As we culminate the Month of the Ocean this May 2022, the National Museum of the Philippines features the Bohol Nudibranch (Discodoris boholiensis) locally called Hilahila.
The Hilahila (Bohol Nudibranch) belongs to the large sea slug family of Discodoridae named after Bohol island where the species was discovered and identified. They occur in the rubbles and sandy areas of the coral reef in tropical waters.
The term Nudibranch is derived from the Greek word “nudus” and brankhia” which means “naked gills” because they are flat, shell-less mollusks having exposed flower-like gills. They are identified with their jelly-like oblong shape body (6-10 cm) with small brown-tipped bumps on their back and with oral, foot, and eye tentacles. They have 2 sensitive tentacles on the head called rhinophores which they use to detect prey and predators. These species are considered the “Gem of the Sea” for their majestic colors and striking graceful appearances underwater.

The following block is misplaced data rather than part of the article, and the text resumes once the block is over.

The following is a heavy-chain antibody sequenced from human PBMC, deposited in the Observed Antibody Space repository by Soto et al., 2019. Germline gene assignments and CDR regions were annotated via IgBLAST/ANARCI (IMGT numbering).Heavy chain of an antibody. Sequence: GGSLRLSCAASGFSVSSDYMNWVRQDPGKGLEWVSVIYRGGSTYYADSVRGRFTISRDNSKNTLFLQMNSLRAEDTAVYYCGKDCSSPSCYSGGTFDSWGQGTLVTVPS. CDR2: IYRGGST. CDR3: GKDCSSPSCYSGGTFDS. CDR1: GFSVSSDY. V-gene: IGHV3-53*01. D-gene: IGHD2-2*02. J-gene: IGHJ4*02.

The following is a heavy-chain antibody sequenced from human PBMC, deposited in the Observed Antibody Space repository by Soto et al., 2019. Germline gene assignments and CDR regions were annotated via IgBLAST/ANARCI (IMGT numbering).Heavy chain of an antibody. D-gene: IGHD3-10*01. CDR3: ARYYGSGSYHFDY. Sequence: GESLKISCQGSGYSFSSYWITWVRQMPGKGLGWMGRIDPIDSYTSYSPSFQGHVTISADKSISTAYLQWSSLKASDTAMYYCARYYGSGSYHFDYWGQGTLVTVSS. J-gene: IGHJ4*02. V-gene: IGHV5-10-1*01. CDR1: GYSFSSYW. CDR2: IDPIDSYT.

During the daytime, the hilahila remain hidden in crevices and spend their nighttime moving through the sands and corals feeding mainly on sponges. They elude their predators through secretions of toxins in their skins derived from the food they eat. Their vibrant colors also protect them from their predators as they camouflage and blend into their environment. As hermaphrodites, they mate with any member of their species. They then lay eggs in a spiral-shaped or coiled form in sands and corals which hatch in 11-12 days.
The Nudibranchs are short-lived and can only live for almost a year. According to Endangered Species International, most species are becoming rare and must be protected. Let’s all do our part in protecting and conserving these beautiful reef cleaners for the sustainability of our marine environment.
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